Chef Minoru Ogawa teams up with Zeppelin’s owners for Kappo Makoto, in the storied Makoto space.
Written by Anna Spiegel | Published on
Kappo Makoto opens in the Palisades with a wagyu beef-focused omakase menu. Photography by Kimberly Kong
When Sakedokoro Makoto shuttered in 2018 after nearly 26 years, Washington lost a rare Japanese restaurant. The fine dining destination, tucked away in the Palisades, was a favorite among Japanese embassy staff and expats for its omakase—long before ‘omakase’ was in every trendsetter’s dining vocabulary—rare sakes (ditto), and traditional service that required diners to remove their shoes before entering.
Now, the storied space—dark for five years—is ready for a new chapter: Kappo Makoto opens on Wednesday, March 22. Minoru Ogawa, the second-generation sushi master behind Sushi Ogawa in Kalorama, partnered with Zeppelin co-owners Ari Wilder and Adrian Williams for the venture (Ogawa designed Zeppelin’s sushi program). Though diners can expect seafood flown in regularly from Japan, the focus here is on wagyu beef—particularly the buttery A5 Miyazakigyu beef imported from Miyazaki Prefecture, considered the king of the premium breed. Two-to-three seatings will be available each evening for an eight-course tasting ($150 per person), available by reservation only.
The new restaurant is, in some ways, a passing of the torch. Years after Makoto’s chef/owner Yoshiaki Itoh passed away, his son reached out to Ogawa—who was a colleague of the late Itoh—to carry on a traditional Japanese restaurant on MacArthur Boulevard. The new owners were given the family’s blessing to keep the Makoto name, adding “Kappo,” which designates more casual restaurants in Japan where there’s personal interaction between the chef and diners.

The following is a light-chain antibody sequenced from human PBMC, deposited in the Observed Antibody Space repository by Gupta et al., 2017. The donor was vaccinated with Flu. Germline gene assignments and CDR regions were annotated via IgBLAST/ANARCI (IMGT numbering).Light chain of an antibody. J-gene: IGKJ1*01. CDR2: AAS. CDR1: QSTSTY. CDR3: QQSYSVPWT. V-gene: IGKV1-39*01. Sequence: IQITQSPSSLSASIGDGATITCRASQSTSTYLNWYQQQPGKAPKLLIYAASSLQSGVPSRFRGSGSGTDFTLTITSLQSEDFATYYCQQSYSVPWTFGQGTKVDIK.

“The idea behind a kappo-style omakase is that there’s more of a neighborhood feel to it,” says Wilder, who began working with Ogawa 20 years ago at long-closed Cafe Japone.
The 21-seat sliver of a space is designed to feel like a hidden gem—starting at the entrance, marked discretely with a gas lamp, Japanese pines, and a hard-carved wooden door. Diners enter (shoes on this time) to the tune of retro Japanese jazz, and sit at either a counter along the room-length kitchen, or at one of three tables. Upstairs, sushi bar Kotobuki (now unaffiliated) continues to serve casual fare.
A specialty sake cave speaks to what you’ll be drinking. Cocktails from Zeppelin barman Corey Landolt include a wagyu-fat-washed Old Fashioned with Japanese whiskey and a Midori sour. The boozy drinks are joined by an extensive collection of sakes and prestige pours by-the-glass that are popular with wagyu in Japan, such as California’s Opus One or Louis Roederer Champagne. Diners can go a la carte, or spring for various beverage tastings (wine, sake, or a mix of all).
An eight-course menu is designed to change nightly—all showcasing different styles and grades of wagyu, as well as seasonal seafood and vegetables. The parade of plates might include chawanmushi (egg custard) capped with wagyu and mushrooms; different styles of sashimi; a wagyu croquette; and wagyu nigiri that’s torched just before it’s served—all handed to counter diners by Ogawa and his team. On a chilly night, A5 may be prepared sukiyaki-style—simmered in a sweet, earthy broth with vegetables—and followed by wagyu-fat-seasoned rice.
Dinner is served supper-club style with two coordinated seatings on weekdays and three on weekends, though Wilder says diners are welcome to linger.
“The focus here is the food, but we also want to make it a neighborhood haunt,” says Wilder.
Kappo Makoto. 4822 MacArthur Blvd., NW. Early opening hours: Wednesday through Sunday, for seatings at 5:30 PM and 8 PM. Reservations are available via Resy.
Anna Spiegel covers the dining and drinking scene in her native DC. Prior to joining Washingtonian in 2010, she attended the French Culinary Institute and Columbia University’s MFA program in New York, and held various cooking and writing positions in NYC and in St. John, US Virgin Islands.